Shawn Thomas Odyssey is a 2011 debut novelist. His novel, the much anticipated The Wizard of Dark Street is scheduled to release on July 26th from Egmont. I was lucky enough to ask him some burning questions and below are his answers.
1. How is writing different from making music? And how is it similar? In other words, if you had to choose between music and writing, which art would you choose? And why?
Writing novels is a much more heady experience than creating music. Sometimes music seems almost easy compared to writing books, and a lot of the time I use music as a means of clearing my head when I’m writing. I’ll stop whatever I’m working on and play a song, or tinker on the guitar for a few minutes before diving back into the writing.
As far as which I’d choose? I’ve been asked that question many times, and truthfully I feel like it’s sort of a diabolical question for someone like me. I think one feeds the other. They balance me out. But in the end…and I don’t know if people are born to do certain things or not, but if that is so…writing stories is it for me. It’s certainly my greatest passion.
2. Was it difficult to write from the perspective of a (teenaged?) girl? Did you ever have moments where you paused and thought, “Would a girl really say this? Or react like this?”
It came very easily, because Oona is so clearly defined in my mind. There’s a clear division between what I would say or do and what Oona would say or do. And while boys and girls certainly behave differently, each girl behaves differently from all of the other girls as well, and this is one of the joys of writing about Oona because while she is very adventurous, getting herself into all kinds of trouble and physical danger, she is also into pretty things like dresses and dances. She’s at an age where she’s bridging the gap between being a girl and becoming a young lady. In the mid 1800’s, independently minded women were not nearly as celebrated as they are today, in fact they were often frowned upon. Oona is certainly a strong and sometimes fierce individual who also enjoys her more feminine qualities. She is a girl, no doubt about that. I just trusted in my gut that I would get her right, and I always feel like I do.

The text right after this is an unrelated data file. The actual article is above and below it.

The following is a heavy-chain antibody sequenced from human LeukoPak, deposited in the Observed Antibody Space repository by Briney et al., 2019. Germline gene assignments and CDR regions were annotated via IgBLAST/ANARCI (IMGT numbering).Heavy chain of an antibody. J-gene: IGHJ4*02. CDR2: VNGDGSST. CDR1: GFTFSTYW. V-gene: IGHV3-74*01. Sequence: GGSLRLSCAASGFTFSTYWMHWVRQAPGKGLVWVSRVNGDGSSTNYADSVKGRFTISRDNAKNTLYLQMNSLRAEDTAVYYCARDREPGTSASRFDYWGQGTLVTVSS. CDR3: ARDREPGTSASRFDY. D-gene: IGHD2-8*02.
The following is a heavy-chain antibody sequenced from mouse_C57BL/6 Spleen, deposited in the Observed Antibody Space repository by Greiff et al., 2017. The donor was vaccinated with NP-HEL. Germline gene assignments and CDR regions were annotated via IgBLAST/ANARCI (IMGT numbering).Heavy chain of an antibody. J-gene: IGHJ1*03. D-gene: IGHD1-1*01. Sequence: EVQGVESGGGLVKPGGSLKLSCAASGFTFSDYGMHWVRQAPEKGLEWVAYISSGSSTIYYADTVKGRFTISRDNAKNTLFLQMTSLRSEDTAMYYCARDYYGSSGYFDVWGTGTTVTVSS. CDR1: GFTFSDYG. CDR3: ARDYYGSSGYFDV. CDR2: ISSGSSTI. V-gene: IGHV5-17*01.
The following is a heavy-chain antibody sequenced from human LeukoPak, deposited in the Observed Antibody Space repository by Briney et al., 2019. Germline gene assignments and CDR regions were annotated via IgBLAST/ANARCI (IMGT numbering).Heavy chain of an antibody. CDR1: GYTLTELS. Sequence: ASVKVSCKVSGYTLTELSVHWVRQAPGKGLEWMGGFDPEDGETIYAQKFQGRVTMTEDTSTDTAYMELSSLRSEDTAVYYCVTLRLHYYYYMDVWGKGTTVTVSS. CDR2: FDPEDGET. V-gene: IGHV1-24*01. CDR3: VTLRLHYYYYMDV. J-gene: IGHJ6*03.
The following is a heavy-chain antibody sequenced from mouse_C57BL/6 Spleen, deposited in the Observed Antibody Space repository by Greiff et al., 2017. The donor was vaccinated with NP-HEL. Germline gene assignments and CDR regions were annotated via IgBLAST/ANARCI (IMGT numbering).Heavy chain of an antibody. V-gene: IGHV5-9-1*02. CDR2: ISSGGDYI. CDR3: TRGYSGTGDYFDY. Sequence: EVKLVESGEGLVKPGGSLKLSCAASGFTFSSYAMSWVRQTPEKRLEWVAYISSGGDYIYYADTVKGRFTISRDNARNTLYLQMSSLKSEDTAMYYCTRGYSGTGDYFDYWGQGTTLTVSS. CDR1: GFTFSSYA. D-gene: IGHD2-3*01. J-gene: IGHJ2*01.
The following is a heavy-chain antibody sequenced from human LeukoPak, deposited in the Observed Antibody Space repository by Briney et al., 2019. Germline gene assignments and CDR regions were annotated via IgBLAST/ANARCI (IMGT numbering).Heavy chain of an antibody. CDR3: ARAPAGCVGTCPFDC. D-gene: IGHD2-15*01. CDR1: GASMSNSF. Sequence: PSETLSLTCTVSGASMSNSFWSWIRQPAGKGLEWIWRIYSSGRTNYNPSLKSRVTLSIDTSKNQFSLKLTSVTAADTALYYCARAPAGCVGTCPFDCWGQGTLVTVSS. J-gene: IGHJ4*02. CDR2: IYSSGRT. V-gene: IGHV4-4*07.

3. As a writer, what do you believe is the most important thing to keep in mind while telling a story?
There are a thousand and one things that a writer must keep in mind when writing a novel, all of them varying upon which stage of creation, be it first draft, second draft, third, editing, etc. But at the moment, I’m inclined to lean towards character. No matter how fantastic or interesting your concept is, I think if your central characters don’t pop off the page then you’ve got to figure out how they can. And to remember that people are not set things, and by that I mean that they are not so much nouns as they are verbs. They change moment to moment, and are full of contradictions and conflict and surprise. They should grow and be challenged constantly throughout the story. And it doesn’t hurt if they have some quality in them that the reader can either relate directly to or aspire to become. Something extraordinary.
4. What should readers look forward to in your story? As in, what is the one thing that sets it apart from all the others in the genre?
The Wizard of Dark Street is a classic whodunit mystery in the tradition of Sherlock Holmes and Agatha Christie set in a magical Victorian era world. It’s brimming with oddball characters, quirky riddles, and off-the-wall adventures into unknown and unexpected places. It has a brilliant heroine searching for something more than the life she has been handed, and who must learn to trust herself. It’s got a talking enchanted raven, a bumbling police inspector, a tattoo faced boy, a venomous girl, a witch, a Wizard, and a bizarre faerie servant who wears a cowboy hat. And of course, if you like to laugh at the absurdity of a highly logical person attempting to understand an unpredictable world, then there is definitely something in it for you.
That’s more than one thing, I know, but I can’t help myself.
5. Finally, what was your favourite book when you were a child?
I really loved Charlie and the Chocolate Factory, by Roald Dahl. My fifth grade teacher, Mr. Scott, read it to the class, and I was enthralled. Oh, and I was big into Shel Silverstein’s Where the Side Walk Ends as well. Both are classics, and both brilliant. Simply can’t be beat.
The Wizard of Dark Street is released on July 26th, 2011 in bookstores nationwide and online in both hardback and eBook formats.
Please visit: http://www.thewizardofdarkstreet.com